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How to Start Writing Fiction: The Six Core Elements of Fiction Writing

Jack Smith and Sean Glatch  |  June 14, 2023  |  4 Comments

how to start writing fiction

Whether you’ve been struck with a moment of inspiration or you’ve carried a story inside you for years, you’re here because you want to start writing fiction. From developing flesh-and-bone characters to worlds as real as our own, good fiction is hard to write, and getting the first words onto the blank page can be daunting.

Daunting, but not impossible. Although writing good fiction takes time, with a few fiction writing tips and your first sentences written, you’ll find that it’s much easier to get your words on the page.

Let’s break down fiction to its essential elements. We’ll investigate the individual components of fiction writing—and how, when they sit down to write, writers turn words into worlds. Then, we’ll turn to instructor Jack Smith and his thoughts on combining these elements into great works of fiction. But first, what are the elements of fiction writing?

Introduction to Fiction Writing: The Six Elements of Fiction

Before we delve into any writing tips, let’s review the essentials of creative writing in fiction. Whether you’re writing flash fiction , short stories, or epic trilogies, most fiction stories require these six components:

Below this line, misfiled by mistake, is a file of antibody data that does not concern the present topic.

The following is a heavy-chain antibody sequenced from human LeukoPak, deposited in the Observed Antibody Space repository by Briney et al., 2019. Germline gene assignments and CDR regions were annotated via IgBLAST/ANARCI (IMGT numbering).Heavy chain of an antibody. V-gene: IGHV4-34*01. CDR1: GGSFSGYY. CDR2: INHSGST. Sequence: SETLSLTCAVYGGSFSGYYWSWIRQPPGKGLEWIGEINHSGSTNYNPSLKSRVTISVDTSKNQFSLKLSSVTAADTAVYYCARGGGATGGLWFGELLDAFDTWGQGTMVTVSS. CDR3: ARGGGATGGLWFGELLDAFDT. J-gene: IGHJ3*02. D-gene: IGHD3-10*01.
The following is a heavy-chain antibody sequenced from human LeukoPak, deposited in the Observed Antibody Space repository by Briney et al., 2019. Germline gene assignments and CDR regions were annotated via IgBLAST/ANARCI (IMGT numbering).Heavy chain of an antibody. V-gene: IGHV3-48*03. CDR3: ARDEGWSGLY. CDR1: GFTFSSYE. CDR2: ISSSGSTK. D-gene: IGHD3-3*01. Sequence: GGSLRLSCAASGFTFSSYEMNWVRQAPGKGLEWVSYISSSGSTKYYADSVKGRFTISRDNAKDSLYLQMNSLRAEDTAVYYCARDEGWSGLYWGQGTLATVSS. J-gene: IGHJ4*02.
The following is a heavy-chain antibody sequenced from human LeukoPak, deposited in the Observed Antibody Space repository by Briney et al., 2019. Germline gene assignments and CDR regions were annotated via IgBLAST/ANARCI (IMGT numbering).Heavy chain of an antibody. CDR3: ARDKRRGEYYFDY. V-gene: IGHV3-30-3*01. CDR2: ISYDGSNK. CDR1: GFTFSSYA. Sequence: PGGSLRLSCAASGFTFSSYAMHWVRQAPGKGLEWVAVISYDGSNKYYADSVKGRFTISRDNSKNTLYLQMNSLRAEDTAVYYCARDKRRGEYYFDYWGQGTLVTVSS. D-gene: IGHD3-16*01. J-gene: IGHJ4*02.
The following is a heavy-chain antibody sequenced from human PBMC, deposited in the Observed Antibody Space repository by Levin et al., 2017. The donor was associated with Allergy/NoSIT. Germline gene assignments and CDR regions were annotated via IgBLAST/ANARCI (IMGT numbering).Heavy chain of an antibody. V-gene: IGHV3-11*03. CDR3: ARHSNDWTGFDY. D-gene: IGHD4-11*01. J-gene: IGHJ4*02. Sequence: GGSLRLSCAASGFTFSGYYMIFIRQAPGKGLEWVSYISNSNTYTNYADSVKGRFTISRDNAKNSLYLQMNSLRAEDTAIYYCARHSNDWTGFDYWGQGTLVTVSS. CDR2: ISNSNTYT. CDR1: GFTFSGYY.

• Plot: the “what happens” of your story.
  • Characters:  whose lives are we watching?
  • Setting: the world that the story is set in.
  • Point of View: from whose eyes do we see the story unfold?
  • Theme: the “deeper meaning” of the story, or what the story represents.
  • Style: how you use words to tell the story.

It’s important to recognize that all of these elements are intertwined. You can’t build the setting without writing it through a certain point of view; you can’t develop important themes with arbitrary characters, etc. We’ll get into the relationship between these elements later, but for now, let’s explore how to use each element to write fiction.

1. Fiction Writing Tip: Developing Fictional Plots

Plot is the series of causes and effects that produce the story as a whole. Because A, then B, then C—ultimately leading to the story’s  climax , the result of all the story’s events and character’s decisions.

If you don’t know where to start your story, but you have a few story ideas, then start with the conflict . Some novels take their time to introduce characters or explain the world of the piece, but if the conflict that drives the story doesn’t show up within the first 15 pages, then the story loses direction quickly.

That’s not to say you have to be explicit about the conflict. In Harry Potter, Voldemort isn’t introduced as the main antagonist until later in the first book; the series’ conflict begins with the Dursley family hiding Harry from his magical talents. Let the conflict unfold naturally in the story, but start with the story’s impetus, then go from there.